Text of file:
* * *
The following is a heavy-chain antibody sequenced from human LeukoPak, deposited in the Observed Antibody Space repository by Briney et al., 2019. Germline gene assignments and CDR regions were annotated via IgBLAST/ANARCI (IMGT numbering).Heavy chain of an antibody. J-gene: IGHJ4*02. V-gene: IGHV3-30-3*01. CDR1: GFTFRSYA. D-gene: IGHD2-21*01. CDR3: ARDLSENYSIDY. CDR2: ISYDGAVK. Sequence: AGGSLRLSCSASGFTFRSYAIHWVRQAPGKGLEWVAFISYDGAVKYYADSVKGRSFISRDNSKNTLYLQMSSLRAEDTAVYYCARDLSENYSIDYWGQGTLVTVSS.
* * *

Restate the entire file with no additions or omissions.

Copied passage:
The following is a heavy-chain antibody sequenced from human LeukoPak, deposited in the Observed Antibody Space repository by Briney et al., 2019. Germline gene assignments and CDR regions were annotated via IgBLAST/ANARCI (IMGT numbering).Heavy chain of an antibody. J-gene: IGHJ4*02. V-gene: IGHV3-30-3*01. CDR1: GFTFRSYA. D-gene: IGHD2-21*01. CDR3: ARDLSENYSIDY. CDR2: ISYDGAVK. Sequence: AGGSLRLSCSASGFTFRSYAIHWVRQAPGKGLEWVAFISYDGAVKYYADSVKGRSFISRDNSKNTLYLQMSSLRAEDTAVYYCARDLSENYSIDYWGQGTLVTVSS.